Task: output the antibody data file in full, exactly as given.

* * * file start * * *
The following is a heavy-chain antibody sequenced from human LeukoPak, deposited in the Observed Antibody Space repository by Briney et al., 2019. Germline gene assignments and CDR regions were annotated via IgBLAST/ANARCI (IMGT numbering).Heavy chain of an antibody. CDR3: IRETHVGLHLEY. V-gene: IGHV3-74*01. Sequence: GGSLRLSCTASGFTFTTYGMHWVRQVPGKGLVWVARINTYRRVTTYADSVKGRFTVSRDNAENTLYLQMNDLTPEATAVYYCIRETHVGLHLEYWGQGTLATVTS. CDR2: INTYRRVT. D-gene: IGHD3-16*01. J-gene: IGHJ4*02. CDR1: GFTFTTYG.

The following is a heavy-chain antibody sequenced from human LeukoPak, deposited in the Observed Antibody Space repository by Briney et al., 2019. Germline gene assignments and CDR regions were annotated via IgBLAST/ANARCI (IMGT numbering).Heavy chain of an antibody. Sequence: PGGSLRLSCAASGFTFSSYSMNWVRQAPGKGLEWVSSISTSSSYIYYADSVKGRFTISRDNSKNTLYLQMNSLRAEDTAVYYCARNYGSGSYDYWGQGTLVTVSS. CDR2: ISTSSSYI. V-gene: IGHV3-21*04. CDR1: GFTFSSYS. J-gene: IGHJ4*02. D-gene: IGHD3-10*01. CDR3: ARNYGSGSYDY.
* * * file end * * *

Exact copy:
The following is a heavy-chain antibody sequenced from human LeukoPak, deposited in the Observed Antibody Space repository by Briney et al., 2019. Germline gene assignments and CDR regions were annotated via IgBLAST/ANARCI (IMGT numbering).Heavy chain of an antibody. CDR3: IRETHVGLHLEY. V-gene: IGHV3-74*01. Sequence: GGSLRLSCTASGFTFTTYGMHWVRQVPGKGLVWVARINTYRRVTTYADSVKGRFTVSRDNAENTLYLQMNDLTPEATAVYYCIRETHVGLHLEYWGQGTLATVTS. CDR2: INTYRRVT. D-gene: IGHD3-16*01. J-gene: IGHJ4*02. CDR1: GFTFTTYG.

The following is a heavy-chain antibody sequenced from human LeukoPak, deposited in the Observed Antibody Space repository by Briney et al., 2019. Germline gene assignments and CDR regions were annotated via IgBLAST/ANARCI (IMGT numbering).Heavy chain of an antibody. Sequence: PGGSLRLSCAASGFTFSSYSMNWVRQAPGKGLEWVSSISTSSSYIYYADSVKGRFTISRDNSKNTLYLQMNSLRAEDTAVYYCARNYGSGSYDYWGQGTLVTVSS. CDR2: ISTSSSYI. V-gene: IGHV3-21*04. CDR1: GFTFSSYS. J-gene: IGHJ4*02. D-gene: IGHD3-10*01. CDR3: ARNYGSGSYDY.